To this complaint the company answered, admitting the receipt of the telegram as alleged and setting up that it transmitted the message with impartiality and good faith, in the order of time in which it was received, and without delay, to its office in Ottumwa, Iowa, where it was received, as alleged at half past seven of that day; that James Harker, to whose care the message was directed, lived more than one mile from the telegraph station at Ottumwa; that, in accordance with the usual custom of the office, the message was without delay placed in the post office of that town, with proper stamp thereon, and duly addressed, and that the telegram was received by the person to whom it was addressed on the following morning, April 15, 1883 at about 9 o'clock.
The answer further set forth that the duties and liabilities of telegraph companies in Iowa, and the transmission and delivery of the telegrams within the state, are regulated by a
special statute of that state, which is as follows, viz.:
"Any person employed in transmitting messages by telegraph must do so without unreasonable delay, and anyone who willfully fails thus to transmit them, or who intentionally transmits a message erroneously, or makes known the contents of any message sent or received to any person except him to whom it is addressed or to his agent or attorney, is guilty of a misdemeanor. The proprietor of a telegraph is liable for all mistakes in transmitting messages made by any person in his employment and for all damages resulting from a failure to perform any other duties required by law."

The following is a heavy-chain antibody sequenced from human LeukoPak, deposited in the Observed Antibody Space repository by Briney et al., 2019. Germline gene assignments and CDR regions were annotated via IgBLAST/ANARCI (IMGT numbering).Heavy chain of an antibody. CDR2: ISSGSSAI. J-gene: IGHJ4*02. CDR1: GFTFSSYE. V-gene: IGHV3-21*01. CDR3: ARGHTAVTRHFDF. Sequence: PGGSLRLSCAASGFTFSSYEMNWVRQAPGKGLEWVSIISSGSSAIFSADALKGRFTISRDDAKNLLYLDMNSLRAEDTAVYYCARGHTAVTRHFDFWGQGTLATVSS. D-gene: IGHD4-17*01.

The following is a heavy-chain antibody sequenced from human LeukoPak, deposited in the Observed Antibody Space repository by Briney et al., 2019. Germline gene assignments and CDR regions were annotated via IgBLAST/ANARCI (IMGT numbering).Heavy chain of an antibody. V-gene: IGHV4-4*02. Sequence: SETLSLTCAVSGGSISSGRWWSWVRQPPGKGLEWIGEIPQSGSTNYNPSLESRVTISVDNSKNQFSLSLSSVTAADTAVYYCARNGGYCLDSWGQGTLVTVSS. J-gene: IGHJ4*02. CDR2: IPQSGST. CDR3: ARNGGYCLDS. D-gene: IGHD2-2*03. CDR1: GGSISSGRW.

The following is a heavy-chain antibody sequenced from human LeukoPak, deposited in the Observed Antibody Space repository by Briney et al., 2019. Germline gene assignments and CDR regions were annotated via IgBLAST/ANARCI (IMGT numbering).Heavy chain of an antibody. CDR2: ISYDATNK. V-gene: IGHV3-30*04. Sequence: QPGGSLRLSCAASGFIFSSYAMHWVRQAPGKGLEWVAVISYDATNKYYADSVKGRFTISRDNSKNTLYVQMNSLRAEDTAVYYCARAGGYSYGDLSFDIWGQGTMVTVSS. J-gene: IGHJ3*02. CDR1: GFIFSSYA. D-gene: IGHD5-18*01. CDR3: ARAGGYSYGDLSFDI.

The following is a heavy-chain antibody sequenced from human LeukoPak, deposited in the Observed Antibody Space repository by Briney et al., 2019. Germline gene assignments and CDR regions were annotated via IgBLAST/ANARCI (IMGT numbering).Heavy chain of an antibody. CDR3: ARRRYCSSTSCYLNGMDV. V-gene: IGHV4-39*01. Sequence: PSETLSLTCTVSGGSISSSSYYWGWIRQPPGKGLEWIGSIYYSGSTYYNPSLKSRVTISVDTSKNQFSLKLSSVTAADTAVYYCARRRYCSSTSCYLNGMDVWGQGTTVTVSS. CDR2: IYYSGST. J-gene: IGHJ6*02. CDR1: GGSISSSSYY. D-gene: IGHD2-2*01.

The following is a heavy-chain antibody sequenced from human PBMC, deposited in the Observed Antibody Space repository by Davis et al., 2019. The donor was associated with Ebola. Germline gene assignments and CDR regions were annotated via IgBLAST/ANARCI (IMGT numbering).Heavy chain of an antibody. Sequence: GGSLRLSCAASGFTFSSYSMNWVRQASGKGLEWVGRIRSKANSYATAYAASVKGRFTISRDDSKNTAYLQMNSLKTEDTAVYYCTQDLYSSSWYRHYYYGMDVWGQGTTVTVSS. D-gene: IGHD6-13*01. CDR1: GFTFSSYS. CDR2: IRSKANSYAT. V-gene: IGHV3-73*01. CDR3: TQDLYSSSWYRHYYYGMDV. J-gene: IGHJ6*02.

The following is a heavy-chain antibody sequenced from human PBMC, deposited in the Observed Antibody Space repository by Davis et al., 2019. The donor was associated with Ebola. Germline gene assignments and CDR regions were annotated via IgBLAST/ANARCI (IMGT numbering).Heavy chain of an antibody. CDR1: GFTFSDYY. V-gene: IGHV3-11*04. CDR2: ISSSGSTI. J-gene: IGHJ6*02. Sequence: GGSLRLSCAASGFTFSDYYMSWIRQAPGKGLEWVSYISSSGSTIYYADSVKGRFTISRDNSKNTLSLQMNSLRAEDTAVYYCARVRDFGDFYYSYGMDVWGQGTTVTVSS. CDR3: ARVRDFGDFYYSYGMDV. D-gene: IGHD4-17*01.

That by that statute, the defendant was not required to deliver telegrams by messenger to the persons to whom they were addressed. That in the City of Ottumwa it had established a certain district within which it delivered telegrams by messenger, and that, on the receipt of the telegram in question at Ottumwa, it was ascertained that Harker, to whose care it was addressed, did not reside within the delivery district, but outside of it, and more than one mile from the defendant's office, and that, in accordance with the custom and usage of the office and in order to facilitate the delivery of the message, a copy of the telegram was promptly placed in the post office at Ottumwa, with proper address, and delivered as stated above.